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Futures Slide as Crude Falls, Banks Drag

Futures pointed to a negative open for Wall Street Friday as crude oil dropped below $71 a barrel and banks dragged after Bank of America lowered its outlook for the sector.

Export prices rose 0.6 percent in May, while import prices jumped 1.4 percent, mostly due to a surge in gasoline prices.

Still to come: the Reuters/University of Michigan Surveys of Consumer sentiment is due for release at 9:55 am New York time. Economists in a Reuters survey expect a reading of 69.5 compared with 68.7 in the final May report.

Crude oil fell more than $1 a barrel, trading below $71 a barrel, after topping $73 in the prior session.

Banks were a drag after Bank of America/Merrill Lynch slashed its second-quarter earnings estimates Goldman Sachs , Morgan Stanley and JPMorgan Chase .

In other news out of the sector, big financials like JPMorgan, Morgan Stanley and American Express will start repaying government bailout funds next Wednesday, the Wall Street Journal reported, citing people familiar with the matter.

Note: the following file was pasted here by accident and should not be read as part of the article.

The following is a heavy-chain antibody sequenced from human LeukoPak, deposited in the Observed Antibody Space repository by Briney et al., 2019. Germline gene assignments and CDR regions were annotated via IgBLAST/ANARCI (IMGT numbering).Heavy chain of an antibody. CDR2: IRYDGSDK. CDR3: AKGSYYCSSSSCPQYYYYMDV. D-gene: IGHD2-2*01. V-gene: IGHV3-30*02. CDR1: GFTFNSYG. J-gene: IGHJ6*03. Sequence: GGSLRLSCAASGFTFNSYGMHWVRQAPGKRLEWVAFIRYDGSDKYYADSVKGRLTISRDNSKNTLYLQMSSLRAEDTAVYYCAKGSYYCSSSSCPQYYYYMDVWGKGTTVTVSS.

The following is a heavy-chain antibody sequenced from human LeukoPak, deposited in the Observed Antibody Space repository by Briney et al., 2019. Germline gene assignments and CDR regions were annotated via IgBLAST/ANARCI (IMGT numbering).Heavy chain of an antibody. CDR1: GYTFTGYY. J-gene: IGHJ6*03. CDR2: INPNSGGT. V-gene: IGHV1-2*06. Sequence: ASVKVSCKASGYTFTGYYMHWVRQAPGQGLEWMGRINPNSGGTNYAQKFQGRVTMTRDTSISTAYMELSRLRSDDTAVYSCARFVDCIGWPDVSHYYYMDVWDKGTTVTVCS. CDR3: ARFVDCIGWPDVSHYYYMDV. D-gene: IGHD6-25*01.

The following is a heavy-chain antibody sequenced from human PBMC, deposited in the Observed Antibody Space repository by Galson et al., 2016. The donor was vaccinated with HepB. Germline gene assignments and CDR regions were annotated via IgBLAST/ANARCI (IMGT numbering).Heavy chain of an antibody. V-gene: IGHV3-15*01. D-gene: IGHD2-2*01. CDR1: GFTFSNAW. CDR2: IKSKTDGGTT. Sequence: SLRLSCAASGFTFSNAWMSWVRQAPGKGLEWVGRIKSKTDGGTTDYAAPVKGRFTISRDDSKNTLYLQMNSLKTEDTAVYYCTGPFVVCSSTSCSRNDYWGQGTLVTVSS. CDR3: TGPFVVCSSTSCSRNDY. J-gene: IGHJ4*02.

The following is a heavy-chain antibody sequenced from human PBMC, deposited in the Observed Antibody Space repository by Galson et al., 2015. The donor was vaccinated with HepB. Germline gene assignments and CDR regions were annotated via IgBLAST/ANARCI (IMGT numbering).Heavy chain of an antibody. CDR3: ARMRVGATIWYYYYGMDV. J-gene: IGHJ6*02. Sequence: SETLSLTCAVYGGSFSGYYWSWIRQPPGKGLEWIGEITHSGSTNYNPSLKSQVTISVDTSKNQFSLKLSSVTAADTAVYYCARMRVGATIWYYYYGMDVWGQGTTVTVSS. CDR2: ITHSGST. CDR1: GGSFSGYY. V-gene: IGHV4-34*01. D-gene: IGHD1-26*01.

And BlackRock became the world's biggest asset manager after Barclays confirmed Friday it would sell its BGI investment arm to the company for $13.5 billion.

AIG late Thursday said it promised to use any funds won at its high-profile trial, with a company controlled by former CEO Maurice Greenberg, to repay U.S. taxpayers.

Pharmaceutical stocks could get a boost Friday after the World Health Organization declared the first flu pandemic in 41 years but stressed that swine flu (the H1N1 virus) has shown no signs of turning more lethal.

Media stocks could move higher as the U.S. television industry switches to digital TV.

In bonds, after a successful 30-year U.S. bond auction on Thursday, Federal Reserve officials are unlikely to considerably increase purchases of U.S. Treasurys and mortgage-backed securities when they meet in late June, the Wall Street Journal reported on its Web site.

Group of Eight (G8) finance ministers will meet in Italy over the weekend.

Better-than-expected Chinese factory output in May and an upwards revision for Japan's industrial output in April gave Asian stocks a boost, while European stocks drifted on Friday.

National Economic Council Director Larry Summers speaks at 11:15 am at the Council on Foreign Relation's annual conference for national members. In Washington, auto industry executives head to the Hill for a House Energy hearing on dealership closures and industry restructuring.

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